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Statement of Work - Performance Work Statement - Statement of Objectives


Alternate Definition

A statement of work (SOW) is portion of a contract which establishes and defines all non-specification requirements for contractor's efforts either directly or with the use of specific cited documents.
A performance work statement (PWS) is a statement of work for performance-based acquisitions that describes the required results in clear, specific and objective terms with measurable outcomes.
A statement of objectives (SOO) is a Government-prepared document incorporated into the solicitation that states the overall performance objectives. It is used in solicitations when the Government intends to provide the maximum flexibility to each offeror to propose an innovative approach. That portion of a contract that establishes a broad description of the government’s required performance objectives.

General Information

Reference:    MIL-HDBK-245E Preparation of Statement of Work (SOW).  This handbook is for guidance only and cannot be cited as a requirement.

Statement of Work (SOW)

The SOW should specify in clear, understandable terms the work to be done in developing or producing the goods to be delivered or services to be performed by a contractor. The goods and services must be consistent with the appropriation to be used. Preparation of an effective SOW requires both an understanding of the goods or services that are needed to satisfy a particular requirement and an ability to define what is required in specific, quantitative terms. A SOW prepared in explicit terms will enable offerors to clearly understand the government's needs. The appropriation should sync to the goods and services identified in the SOW "Requirements or Scope."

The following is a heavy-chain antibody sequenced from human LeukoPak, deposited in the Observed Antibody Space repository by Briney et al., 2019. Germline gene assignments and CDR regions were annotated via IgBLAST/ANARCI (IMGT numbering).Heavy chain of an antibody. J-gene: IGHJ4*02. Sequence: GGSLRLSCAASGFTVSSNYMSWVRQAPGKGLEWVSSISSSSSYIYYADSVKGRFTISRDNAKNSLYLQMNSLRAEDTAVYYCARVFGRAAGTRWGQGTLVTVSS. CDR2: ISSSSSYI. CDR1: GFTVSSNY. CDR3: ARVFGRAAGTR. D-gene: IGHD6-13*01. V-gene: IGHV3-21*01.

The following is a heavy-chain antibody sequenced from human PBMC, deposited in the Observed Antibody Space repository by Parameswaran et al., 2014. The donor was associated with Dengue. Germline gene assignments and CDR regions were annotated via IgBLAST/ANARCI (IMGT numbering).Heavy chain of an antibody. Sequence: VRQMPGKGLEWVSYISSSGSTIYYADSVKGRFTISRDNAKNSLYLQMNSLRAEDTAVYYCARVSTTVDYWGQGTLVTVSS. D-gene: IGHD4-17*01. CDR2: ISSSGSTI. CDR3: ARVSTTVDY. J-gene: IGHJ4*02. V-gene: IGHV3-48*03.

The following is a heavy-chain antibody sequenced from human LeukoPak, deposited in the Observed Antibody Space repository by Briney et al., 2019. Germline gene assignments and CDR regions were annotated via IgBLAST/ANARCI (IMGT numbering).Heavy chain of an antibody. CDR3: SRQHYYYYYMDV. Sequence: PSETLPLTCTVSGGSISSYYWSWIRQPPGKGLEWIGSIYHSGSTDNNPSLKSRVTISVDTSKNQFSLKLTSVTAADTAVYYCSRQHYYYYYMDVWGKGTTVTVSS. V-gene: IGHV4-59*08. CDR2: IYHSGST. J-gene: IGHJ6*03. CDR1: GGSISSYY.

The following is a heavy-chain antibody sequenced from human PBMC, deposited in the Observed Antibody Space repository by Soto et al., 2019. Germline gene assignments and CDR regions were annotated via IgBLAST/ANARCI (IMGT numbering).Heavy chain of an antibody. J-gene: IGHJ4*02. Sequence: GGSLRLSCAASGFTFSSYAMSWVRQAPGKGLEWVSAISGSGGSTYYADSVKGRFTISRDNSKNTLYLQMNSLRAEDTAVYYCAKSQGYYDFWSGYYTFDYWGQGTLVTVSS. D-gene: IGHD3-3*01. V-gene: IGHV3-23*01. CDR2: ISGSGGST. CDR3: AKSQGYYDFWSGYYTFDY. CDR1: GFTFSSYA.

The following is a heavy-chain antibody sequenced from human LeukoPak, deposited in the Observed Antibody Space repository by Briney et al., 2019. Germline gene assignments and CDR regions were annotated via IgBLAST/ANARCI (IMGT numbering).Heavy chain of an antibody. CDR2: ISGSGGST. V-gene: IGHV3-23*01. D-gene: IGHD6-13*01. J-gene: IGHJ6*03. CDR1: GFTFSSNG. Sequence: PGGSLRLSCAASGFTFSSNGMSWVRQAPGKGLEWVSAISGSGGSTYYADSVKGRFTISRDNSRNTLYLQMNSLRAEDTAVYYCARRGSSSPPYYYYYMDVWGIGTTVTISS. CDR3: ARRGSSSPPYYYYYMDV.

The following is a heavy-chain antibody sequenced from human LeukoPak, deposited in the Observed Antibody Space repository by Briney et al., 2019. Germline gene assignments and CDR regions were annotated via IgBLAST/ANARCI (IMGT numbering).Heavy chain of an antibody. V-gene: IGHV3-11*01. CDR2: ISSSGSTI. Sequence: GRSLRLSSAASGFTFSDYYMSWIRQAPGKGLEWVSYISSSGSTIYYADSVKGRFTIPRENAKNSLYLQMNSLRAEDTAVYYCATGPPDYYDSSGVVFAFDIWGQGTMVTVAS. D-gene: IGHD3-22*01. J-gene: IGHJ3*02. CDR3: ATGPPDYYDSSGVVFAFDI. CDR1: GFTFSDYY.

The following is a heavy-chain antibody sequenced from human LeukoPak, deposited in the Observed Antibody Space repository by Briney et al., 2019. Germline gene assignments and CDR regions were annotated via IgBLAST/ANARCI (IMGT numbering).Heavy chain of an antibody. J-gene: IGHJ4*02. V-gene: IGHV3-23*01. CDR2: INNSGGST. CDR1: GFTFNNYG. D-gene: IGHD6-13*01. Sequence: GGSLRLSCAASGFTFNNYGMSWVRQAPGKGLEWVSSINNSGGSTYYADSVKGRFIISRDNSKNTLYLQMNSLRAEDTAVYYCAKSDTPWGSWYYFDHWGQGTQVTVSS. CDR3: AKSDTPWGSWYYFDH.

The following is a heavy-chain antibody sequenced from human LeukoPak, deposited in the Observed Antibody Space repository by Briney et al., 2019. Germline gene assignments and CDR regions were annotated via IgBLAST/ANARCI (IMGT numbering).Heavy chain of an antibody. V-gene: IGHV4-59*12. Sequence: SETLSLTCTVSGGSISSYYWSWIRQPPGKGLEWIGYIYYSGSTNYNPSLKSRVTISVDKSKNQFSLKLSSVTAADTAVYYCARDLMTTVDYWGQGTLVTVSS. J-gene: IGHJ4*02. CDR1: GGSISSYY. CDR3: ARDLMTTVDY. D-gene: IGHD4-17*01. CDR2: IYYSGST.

A well written SOW aids the Government in the conduct of the source selection and contract administration after award. The SOW is aligned with the acquisition milestones and phases described in the Guide to DOD Program Management Business Processes.

After contractor selection and contract award, the contract SOW becomes a standard for measuring contractor performance. Consequently, the SOW author must consider the contractual and legal implications of the SOW during its preparation. As the contracted effort progresses, the government and the contractor will refer to the SOW to determine their respective rights and obligations. In this respect, the SOW “defines the contract and is subject to the interpretations of contract law.” The SOW must clearly define the work to be performed, since the language detailing the contractor's effort may be pertinent to legal questions concerning the scope of work.

The standard format for the SOW is as follows (subject to variations specified in MIL-HDBK-245E Section 5 for specific types of SOWs):


SOW Section Title


Performance Work Statement (PWS)  A PWS describes the work in terms of what is to be the required output rather than how the work is to be accomplished.  A PWS template can be found at Appendix H of MIL-HDBK-245E (NOTE:  download the version pre-Change 1 for Appendix H).

Quality Assurance Surveillance Plan (QASP)  The QASP is the document government personnel use to assess contractor performance. Using the Requirements Roadmap ensures that each performance objective is linked to a method of inspection incorporated in the QASP.

FAR 37.602 Performance Work Statement states that a PWS may be prepared by the Government or result from a Statement of Objectives (SOO) prepared by the Government where the offeror proposes the PWS.

Agencies shall, to the maximum extent practicable:

  • Describe the work in terms of the required results rather than either "how" the work is to be accomplished or the number of hours to be provided (see 11.002(a)(2) and 11.101);
  • Enable assessment of work performance against measurable performance standards;
  • Rely on the use of measurable performance standards and financial incentives in a competitive environment to encourage competitors to develop and institute innovative and cost-effective methods of performing the work.